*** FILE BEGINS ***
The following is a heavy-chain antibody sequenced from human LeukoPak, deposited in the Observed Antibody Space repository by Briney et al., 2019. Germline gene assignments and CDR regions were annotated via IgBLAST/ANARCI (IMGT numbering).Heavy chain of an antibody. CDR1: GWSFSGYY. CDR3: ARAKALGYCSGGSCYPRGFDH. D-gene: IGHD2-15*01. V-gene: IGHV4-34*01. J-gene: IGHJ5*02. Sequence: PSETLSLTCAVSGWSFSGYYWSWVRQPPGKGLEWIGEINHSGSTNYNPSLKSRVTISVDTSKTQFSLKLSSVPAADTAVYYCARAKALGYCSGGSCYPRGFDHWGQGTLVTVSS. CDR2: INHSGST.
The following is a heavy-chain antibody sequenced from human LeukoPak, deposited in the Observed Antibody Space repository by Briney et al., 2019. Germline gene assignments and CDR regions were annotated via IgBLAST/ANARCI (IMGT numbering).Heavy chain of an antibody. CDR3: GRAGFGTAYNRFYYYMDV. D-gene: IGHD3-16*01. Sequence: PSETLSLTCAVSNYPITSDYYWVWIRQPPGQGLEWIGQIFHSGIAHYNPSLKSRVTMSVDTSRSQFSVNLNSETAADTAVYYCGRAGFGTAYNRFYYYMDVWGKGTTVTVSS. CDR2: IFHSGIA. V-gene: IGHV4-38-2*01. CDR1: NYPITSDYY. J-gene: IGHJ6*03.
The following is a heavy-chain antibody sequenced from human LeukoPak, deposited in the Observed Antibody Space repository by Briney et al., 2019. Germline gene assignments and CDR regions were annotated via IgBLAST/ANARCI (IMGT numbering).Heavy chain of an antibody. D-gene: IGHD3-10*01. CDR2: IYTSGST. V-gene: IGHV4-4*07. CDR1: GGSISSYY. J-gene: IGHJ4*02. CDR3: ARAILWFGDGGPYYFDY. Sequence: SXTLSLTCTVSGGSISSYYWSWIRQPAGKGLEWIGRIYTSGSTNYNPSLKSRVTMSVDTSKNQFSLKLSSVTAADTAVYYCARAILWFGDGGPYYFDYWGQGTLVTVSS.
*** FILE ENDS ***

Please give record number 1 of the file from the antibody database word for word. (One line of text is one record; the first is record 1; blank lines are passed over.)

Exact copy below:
The following is a heavy-chain antibody sequenced from human LeukoPak, deposited in the Observed Antibody Space repository by Briney et al., 2019. Germline gene assignments and CDR regions were annotated via IgBLAST/ANARCI (IMGT numbering).Heavy chain of an antibody. CDR1: GWSFSGYY. CDR3: ARAKALGYCSGGSCYPRGFDH. D-gene: IGHD2-15*01. V-gene: IGHV4-34*01. J-gene: IGHJ5*02. Sequence: PSETLSLTCAVSGWSFSGYYWSWVRQPPGKGLEWIGEINHSGSTNYNPSLKSRVTISVDTSKTQFSLKLSSVPAADTAVYYCARAKALGYCSGGSCYPRGFDHWGQGTLVTVSS. CDR2: INHSGST.